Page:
Indeed, the "fine print" in Walter's book said, "The distances in this guide are horizontal ones as measured on maps of the 1:50,000 scale. Actual distances will be considerably longer. Outdoor enthusiasts used to hiking on trails may find it odd to see time estimates which indicated progress no better than one kilometre per hour. Without trails, areas of dense vegetation and steep mountain slopes greatly hinder walking speed. Willow and alder which grow above head height are the worst vegetation to pass through, but even low brush and the open tundra take far longer than one would expect."

I didn't really read that until a long time after we had completed the hike. I never "read the full instructions first," either.

Driving home, we stopped at the look-out with a view into the Tintina Trench, southeast of Dawson City. Our eyes were drawn to the wide river valley heading off seemingly endlessly. We realized that rivers are the travel corridors of the North. We don't need to carry every thing on our backs, struggling through dense brush. We should become canoeists.

So we returned home, and went to the Western Canoeing (and Kayaking) in Abbotsford, British Columbia. Marlin Bayes, the owner of Western Canoeing, asked us what kind of canoeing we intended to do. “Are you interested in paddling whitewater?”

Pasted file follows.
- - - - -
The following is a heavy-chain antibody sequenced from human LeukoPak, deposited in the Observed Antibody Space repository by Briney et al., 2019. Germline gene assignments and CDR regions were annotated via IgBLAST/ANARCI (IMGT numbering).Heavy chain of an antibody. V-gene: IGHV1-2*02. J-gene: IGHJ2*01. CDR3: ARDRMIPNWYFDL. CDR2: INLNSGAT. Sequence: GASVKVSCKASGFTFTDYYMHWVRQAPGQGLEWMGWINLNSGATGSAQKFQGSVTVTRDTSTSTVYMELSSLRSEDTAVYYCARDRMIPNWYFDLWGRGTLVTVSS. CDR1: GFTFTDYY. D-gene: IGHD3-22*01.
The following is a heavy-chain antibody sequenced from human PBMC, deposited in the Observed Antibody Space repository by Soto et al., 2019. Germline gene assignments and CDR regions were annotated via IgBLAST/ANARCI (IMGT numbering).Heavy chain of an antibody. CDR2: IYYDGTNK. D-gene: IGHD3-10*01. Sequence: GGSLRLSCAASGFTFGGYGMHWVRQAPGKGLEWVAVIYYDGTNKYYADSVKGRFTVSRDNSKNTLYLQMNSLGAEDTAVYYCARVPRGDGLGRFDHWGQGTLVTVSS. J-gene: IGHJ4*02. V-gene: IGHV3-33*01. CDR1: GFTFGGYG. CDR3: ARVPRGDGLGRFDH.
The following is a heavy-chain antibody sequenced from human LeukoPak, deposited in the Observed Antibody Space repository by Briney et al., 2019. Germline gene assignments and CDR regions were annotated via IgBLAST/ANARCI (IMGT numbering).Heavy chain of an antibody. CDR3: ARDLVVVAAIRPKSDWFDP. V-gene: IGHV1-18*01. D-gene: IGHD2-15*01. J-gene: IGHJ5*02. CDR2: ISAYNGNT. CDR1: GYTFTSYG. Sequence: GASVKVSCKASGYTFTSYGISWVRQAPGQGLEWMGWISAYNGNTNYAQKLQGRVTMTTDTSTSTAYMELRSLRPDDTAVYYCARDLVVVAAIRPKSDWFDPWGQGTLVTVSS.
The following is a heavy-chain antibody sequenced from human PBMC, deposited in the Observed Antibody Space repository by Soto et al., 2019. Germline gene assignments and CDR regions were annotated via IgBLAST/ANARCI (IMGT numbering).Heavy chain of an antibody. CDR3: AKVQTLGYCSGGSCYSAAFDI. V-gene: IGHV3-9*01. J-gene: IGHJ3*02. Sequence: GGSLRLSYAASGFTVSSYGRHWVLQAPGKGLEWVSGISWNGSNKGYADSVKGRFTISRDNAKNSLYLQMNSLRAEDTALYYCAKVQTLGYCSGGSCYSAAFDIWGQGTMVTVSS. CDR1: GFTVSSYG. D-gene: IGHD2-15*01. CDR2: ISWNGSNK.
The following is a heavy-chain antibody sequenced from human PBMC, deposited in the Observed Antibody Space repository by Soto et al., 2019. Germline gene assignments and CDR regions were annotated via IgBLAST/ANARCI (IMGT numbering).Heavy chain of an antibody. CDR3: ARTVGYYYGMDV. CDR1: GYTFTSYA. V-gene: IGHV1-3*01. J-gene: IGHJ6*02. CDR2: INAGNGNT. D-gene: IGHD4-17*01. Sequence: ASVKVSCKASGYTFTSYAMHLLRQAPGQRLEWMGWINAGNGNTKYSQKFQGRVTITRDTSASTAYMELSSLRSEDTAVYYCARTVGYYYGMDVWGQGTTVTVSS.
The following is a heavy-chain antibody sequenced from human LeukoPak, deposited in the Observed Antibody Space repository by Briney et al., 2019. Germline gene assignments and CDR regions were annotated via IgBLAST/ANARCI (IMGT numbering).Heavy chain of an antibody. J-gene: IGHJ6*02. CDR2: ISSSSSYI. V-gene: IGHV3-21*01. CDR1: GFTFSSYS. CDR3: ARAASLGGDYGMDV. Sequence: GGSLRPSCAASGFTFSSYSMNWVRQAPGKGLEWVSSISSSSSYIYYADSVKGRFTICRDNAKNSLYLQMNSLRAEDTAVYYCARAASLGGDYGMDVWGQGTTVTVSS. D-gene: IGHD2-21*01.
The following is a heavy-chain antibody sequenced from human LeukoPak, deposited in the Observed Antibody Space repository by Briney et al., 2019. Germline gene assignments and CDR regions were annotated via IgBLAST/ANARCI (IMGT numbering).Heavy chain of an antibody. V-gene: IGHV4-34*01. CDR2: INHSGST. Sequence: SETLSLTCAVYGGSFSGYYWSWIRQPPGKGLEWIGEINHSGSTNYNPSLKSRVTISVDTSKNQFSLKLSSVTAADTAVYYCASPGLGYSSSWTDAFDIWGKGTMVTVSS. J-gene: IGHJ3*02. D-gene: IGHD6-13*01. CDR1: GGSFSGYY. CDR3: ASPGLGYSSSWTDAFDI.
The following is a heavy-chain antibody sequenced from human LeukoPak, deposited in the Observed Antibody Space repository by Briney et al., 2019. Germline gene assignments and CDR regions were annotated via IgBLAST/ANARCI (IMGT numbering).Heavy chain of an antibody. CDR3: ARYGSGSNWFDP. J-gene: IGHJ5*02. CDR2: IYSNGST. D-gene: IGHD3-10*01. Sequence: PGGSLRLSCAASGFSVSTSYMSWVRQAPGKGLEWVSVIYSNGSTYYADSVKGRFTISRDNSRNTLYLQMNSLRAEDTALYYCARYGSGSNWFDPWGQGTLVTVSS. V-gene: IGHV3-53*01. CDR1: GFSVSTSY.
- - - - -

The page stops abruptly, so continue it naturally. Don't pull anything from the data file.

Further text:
Nearly in unison, Kathleen and I replied, “No way. Not a chance. We don’t think we’d ever want to run rapids. Way too dangerous. We’re interested in canoeing serenely on calm lakes, or easy rivers. I heard the Yukon doesn't have many rapids. Maybe we'll paddle that some day. Mostly, though, we just want to paddle with the loons."

“OK, then, the best boat for you is my Clipper Tripper. It’s fast, stable and tracks very well. It’s ideal for what you want to do.”

For Christmas, we also bought Bill Mason's book "Path of the Paddle," which we studied almost every day.

We also joined the Beaver Canoe Club, and signed up for their Basic Paddler’s canoe course in the spring of 1988. We eventually learned how to perform a passable J-stroke, which earned us the right to join the club for a day trip on the South Nooksack River in Washington State.

In addition to the J-stroke, we also knew, and could marginally use, forward strokes, pry strokes, draw strokes and sweep strokes. All well and good. But we had no understanding of, or even exposure to, the concept of ferrying, which as you likely know, is extremely useful, even necessary, for leaving an eddy, or crossing a river.

Let me illustrate. Kathleen and I were somehow making it down the South Nooksack River without capsizing, and were even enjoying ourselves. Lots of adrenalin for us, even on this easy Class I river. At one point, though, we found ourselves in an eddy, from which we couldn’t escape. I don’t even remember how we got into that eddy in the first place. Maybe it just reached out and grabbed us. Anyway, as we had been told, we were facing upstream, but every time we nosed out into the current, our canoe spun around right back into the eddy. After three attempts we remained trapped, seemingly forever.

Les and Pauline, two founding veterans of the Beaver Canoe Club, had taken us under their wing (or should I say under their paddle?), and had been occasionally shepherding Kathleen and me down the river. I’m sure they were highly entertained by our inability to get out of that eddy. Eventually, though, perhaps becoming impatient, and tiring of the hilarity of our situation, Les said, “You need to ferry out a little bit more into the current, and then turn down.”